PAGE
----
Review: Playing Nice

Pete Riley answers the door one morning and lets in a parent’s worst nightmare. On his doorstep is Miles Lambert, a stranger who breaks the devastating news that Pete’s son, Theo, isn’t actually his son–he is the Lamberts’, switched at birth by an understaffed hospital while their real son was sent home with Miles and his wife, Lucy. For Pete, his partner Maddie, and the little boy they’ve been raising for the past two years, life will never be the same again.

The two families, reeling from the shock, take comfort in shared good intentions, eagerly entwining their very different lives in the hope of becoming one unconventional modern family. But a plan to sue the hospital triggers an official investigation that unearths some disturbing questions about the night their children were switched. How much can they trust the other parents–or even each other? What secrets are hidden behind the Lamberts’ glossy front door? Stretched to the breaking point, Pete and Maddie discover they will each stop at nothing to keep their family safe.

They are done playing nice.

Imagine your a parent of a young child and one day someone shows up on your doorstep to tell you that your child isn’t your child, but theirs? That would strike a multitude of emotions into anyone’s heart. And that’s exactly how this book starts. The Riley family finds out that their son, Theo, isn’t theirs and they meet the family of those who do have their real son.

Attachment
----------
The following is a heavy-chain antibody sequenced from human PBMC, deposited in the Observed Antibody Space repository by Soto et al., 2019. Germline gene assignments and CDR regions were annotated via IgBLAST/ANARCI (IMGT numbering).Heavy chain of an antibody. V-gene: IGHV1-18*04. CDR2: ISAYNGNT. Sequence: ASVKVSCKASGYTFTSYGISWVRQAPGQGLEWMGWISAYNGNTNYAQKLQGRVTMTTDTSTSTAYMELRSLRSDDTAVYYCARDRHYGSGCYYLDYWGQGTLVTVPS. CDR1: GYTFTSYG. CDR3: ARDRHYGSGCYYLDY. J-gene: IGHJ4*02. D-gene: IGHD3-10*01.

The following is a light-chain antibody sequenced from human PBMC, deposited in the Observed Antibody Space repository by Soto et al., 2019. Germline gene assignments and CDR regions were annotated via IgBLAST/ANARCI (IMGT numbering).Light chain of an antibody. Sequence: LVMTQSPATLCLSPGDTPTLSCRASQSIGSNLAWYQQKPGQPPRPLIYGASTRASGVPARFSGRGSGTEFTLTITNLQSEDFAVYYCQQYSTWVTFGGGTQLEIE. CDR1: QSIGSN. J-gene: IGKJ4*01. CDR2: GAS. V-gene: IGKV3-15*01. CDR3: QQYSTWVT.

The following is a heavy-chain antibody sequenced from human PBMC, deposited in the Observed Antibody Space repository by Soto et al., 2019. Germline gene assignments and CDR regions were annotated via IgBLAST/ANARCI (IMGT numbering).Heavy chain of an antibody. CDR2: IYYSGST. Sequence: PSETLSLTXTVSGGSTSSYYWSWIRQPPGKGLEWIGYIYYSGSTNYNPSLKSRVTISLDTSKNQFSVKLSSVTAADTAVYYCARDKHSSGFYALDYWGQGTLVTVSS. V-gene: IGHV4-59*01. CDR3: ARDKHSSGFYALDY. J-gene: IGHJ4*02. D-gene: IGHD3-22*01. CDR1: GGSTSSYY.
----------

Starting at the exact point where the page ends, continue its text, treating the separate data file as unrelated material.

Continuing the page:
What begins as an amicable agreement to keep the children where they are, but have the families interact on a regular basis to get to know their own biological children soon turns into a battle of custody, and no secrets are safe. In fact, it might be believed that one of the children isn’t safe, either, with everything that comes into light. But Pete and Maddie, despite some questionable things of their past, are indeed good people and fight with all they have to keep their son, and maybe gain their biological son as well.

Although I thought the first thirty percent of this book was a little slow, it was still intriguing and kept me hooked. I just got impatient for the dirt to start flying and before the halfway point, I got my wish. The story was so interesting, even the background story of Pete and Maddie being at the hospital with their son and how the boys could have possibly gotten switched. Everything that comes to light are things you might or might not expect, not just with them, but with the other family as well. You can definitely feel the tensity rising as you turn the page. I read the last sixty percent of this book in one sitting because I couldn’t stop reading!

All in all, this book was fantastic. Another way I would describe this is as Switched At Birth with a thriller twist. This was a topic that interested me greatly and I’m glad that my expectations for this book were met because there was a very good premise here. I highly recommend it!

Rating: 4.5 stars

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